Fieger: 'Nuclear hurricane' Irma delays hotel opening in Anguilla
Southfield-based attorney Geoffrey Fieger is safe and sound in Southeast Michigan, but one of his investments, a boutique hotel in Anguilla named Quintessence, has been harmed by Hurricane Irma, as the storm moves through the Caribbean toward Florida.
Quintessence was so anticipated that it merited a feature in Robb Report, which described the hotel as "worth the 10-year wait." The hotel was expected to open on Nov. 1, but Hurricane Irma delayed those plans. Fieger explained the situation Thursday morning in an interview with Detroit News columnist and longtime WJR 760 radio host Paul W. Smith:
Fieger repeated a phrase he's heard about Irma's damage, calling the storm a "nuclear hurricane."
Said Fieger: "It destroyed St. Martin, St. Barts. When I say 'destroyed,' a nuclear bomb would've caused less destruction. It's going to be years and years and years, and people there really need help now. They're very isolated."
Fieger said he has a "big staff down there," but only one person who has a cellphone, which they have to go to the penthouse to use. A designer named Mark Wallace, who arrived Wednesday, won't be able to leave for weeks, Fieger said.
"We sustained a lot of damage, but it's nothing I can't fix," Fieger said. "It's not been destroyed to the ground, not been irremediably damaged. But it will take several months."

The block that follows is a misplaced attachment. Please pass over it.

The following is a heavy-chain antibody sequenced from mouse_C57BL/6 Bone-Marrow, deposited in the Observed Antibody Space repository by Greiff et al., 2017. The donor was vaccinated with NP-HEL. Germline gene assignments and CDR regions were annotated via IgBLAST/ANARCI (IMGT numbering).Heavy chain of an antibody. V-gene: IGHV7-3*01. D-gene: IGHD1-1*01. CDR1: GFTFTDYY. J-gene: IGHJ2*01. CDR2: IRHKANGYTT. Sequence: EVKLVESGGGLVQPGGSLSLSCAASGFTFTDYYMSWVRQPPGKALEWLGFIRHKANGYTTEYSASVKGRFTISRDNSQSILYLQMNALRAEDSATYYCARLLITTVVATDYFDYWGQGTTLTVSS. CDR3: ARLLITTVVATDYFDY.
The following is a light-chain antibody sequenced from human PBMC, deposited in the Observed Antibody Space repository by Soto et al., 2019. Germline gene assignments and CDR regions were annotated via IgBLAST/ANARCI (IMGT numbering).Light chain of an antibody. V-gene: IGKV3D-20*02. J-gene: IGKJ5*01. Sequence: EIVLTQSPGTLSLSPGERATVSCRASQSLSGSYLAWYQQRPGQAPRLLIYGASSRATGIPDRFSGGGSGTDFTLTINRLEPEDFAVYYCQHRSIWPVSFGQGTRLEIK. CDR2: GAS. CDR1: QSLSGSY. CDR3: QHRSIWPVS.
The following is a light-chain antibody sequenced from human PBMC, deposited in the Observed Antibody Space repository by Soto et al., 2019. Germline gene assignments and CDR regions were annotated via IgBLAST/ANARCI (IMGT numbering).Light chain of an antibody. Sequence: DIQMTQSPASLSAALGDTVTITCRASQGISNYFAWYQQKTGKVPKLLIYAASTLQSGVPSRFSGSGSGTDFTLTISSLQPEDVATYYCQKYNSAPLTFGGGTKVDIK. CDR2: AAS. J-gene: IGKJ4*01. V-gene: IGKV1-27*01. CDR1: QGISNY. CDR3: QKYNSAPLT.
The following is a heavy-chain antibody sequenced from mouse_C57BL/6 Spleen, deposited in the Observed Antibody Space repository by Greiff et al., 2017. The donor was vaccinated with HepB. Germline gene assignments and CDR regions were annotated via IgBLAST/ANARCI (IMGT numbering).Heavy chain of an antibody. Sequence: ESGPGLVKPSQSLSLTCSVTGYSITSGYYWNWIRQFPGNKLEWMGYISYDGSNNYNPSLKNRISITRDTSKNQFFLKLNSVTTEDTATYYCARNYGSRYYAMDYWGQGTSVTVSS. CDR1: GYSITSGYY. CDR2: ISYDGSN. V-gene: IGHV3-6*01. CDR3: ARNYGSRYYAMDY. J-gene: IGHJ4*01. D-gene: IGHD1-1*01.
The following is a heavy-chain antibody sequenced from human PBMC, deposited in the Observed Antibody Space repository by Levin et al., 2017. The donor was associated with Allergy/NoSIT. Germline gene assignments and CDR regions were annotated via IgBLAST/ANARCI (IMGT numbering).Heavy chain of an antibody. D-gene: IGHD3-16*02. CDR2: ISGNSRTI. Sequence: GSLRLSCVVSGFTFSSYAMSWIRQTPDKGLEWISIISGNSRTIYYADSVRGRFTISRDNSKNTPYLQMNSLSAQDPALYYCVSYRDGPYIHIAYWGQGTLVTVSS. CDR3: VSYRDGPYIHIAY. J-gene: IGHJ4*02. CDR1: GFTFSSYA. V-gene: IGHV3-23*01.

While the next two months were supposed to be spent training staff, now reconstruction will be the mission.
"The big problem is getting there," Fieger said. "St. Martin is the gateway to Anguilla. (The airport) has been destroyed. The building that housed the terminal is virtually gone. Getting to Anguilla from there is going to be very difficult. These are going to be big challenges."
During the interview, Irma's death toll jumped to 10, Smith said, from the seven known deaths when the talk began.
As the interview concluded, Smith asked Fieger to tip his hand on whether he'd run for governor in 2018. Fieger said he hadn't made a decision yet.
"Most voters don't even know the names of the candidates," Smith said. "But they probably know yours."
Fieger offered a dim view of the name recognition game.
"If you ask voters to choose between two people they don't know, they choose," Fieger said. "Which is incredible. It's a terrible commentary about our electorate; they're willing to vote for people they know nothing about. Nothing!"